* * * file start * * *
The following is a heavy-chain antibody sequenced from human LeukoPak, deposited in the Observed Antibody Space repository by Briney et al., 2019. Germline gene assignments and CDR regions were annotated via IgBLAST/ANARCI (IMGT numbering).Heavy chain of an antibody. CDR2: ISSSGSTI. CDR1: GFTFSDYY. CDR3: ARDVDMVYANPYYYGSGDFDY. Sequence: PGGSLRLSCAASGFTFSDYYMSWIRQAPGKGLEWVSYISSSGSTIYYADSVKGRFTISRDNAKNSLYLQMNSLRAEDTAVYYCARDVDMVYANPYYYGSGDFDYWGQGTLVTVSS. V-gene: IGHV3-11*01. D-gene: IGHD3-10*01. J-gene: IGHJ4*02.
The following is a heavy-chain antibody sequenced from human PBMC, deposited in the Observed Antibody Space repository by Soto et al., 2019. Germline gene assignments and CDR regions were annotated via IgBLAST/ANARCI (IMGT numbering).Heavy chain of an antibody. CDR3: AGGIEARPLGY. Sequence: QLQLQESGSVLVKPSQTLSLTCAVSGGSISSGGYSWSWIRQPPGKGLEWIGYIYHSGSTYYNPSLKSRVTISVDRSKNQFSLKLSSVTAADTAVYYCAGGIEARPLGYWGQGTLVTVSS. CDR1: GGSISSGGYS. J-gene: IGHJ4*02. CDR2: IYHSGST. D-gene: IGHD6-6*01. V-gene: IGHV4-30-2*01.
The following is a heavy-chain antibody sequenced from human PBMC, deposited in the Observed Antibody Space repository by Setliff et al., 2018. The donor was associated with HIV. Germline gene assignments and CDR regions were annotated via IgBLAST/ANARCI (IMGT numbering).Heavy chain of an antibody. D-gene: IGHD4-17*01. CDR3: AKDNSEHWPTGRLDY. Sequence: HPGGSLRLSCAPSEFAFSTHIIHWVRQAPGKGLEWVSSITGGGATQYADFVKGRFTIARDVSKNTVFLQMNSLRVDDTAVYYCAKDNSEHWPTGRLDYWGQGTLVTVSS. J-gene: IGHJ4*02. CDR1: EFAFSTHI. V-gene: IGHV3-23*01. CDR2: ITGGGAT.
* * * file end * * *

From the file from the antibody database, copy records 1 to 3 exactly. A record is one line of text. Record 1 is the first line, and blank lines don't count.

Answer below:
The following is a heavy-chain antibody sequenced from human LeukoPak, deposited in the Observed Antibody Space repository by Briney et al., 2019. Germline gene assignments and CDR regions were annotated via IgBLAST/ANARCI (IMGT numbering).Heavy chain of an antibody. CDR2: ISSSGSTI. CDR1: GFTFSDYY. CDR3: ARDVDMVYANPYYYGSGDFDY. Sequence: PGGSLRLSCAASGFTFSDYYMSWIRQAPGKGLEWVSYISSSGSTIYYADSVKGRFTISRDNAKNSLYLQMNSLRAEDTAVYYCARDVDMVYANPYYYGSGDFDYWGQGTLVTVSS. V-gene: IGHV3-11*01. D-gene: IGHD3-10*01. J-gene: IGHJ4*02.
The following is a heavy-chain antibody sequenced from human PBMC, deposited in the Observed Antibody Space repository by Soto et al., 2019. Germline gene assignments and CDR regions were annotated via IgBLAST/ANARCI (IMGT numbering).Heavy chain of an antibody. CDR3: AGGIEARPLGY. Sequence: QLQLQESGSVLVKPSQTLSLTCAVSGGSISSGGYSWSWIRQPPGKGLEWIGYIYHSGSTYYNPSLKSRVTISVDRSKNQFSLKLSSVTAADTAVYYCAGGIEARPLGYWGQGTLVTVSS. CDR1: GGSISSGGYS. J-gene: IGHJ4*02. CDR2: IYHSGST. D-gene: IGHD6-6*01. V-gene: IGHV4-30-2*01.
The following is a heavy-chain antibody sequenced from human PBMC, deposited in the Observed Antibody Space repository by Setliff et al., 2018. The donor was associated with HIV. Germline gene assignments and CDR regions were annotated via IgBLAST/ANARCI (IMGT numbering).Heavy chain of an antibody. D-gene: IGHD4-17*01. CDR3: AKDNSEHWPTGRLDY. Sequence: HPGGSLRLSCAPSEFAFSTHIIHWVRQAPGKGLEWVSSITGGGATQYADFVKGRFTIARDVSKNTVFLQMNSLRVDDTAVYYCAKDNSEHWPTGRLDYWGQGTLVTVSS. J-gene: IGHJ4*02. CDR1: EFAFSTHI. V-gene: IGHV3-23*01. CDR2: ITGGGAT.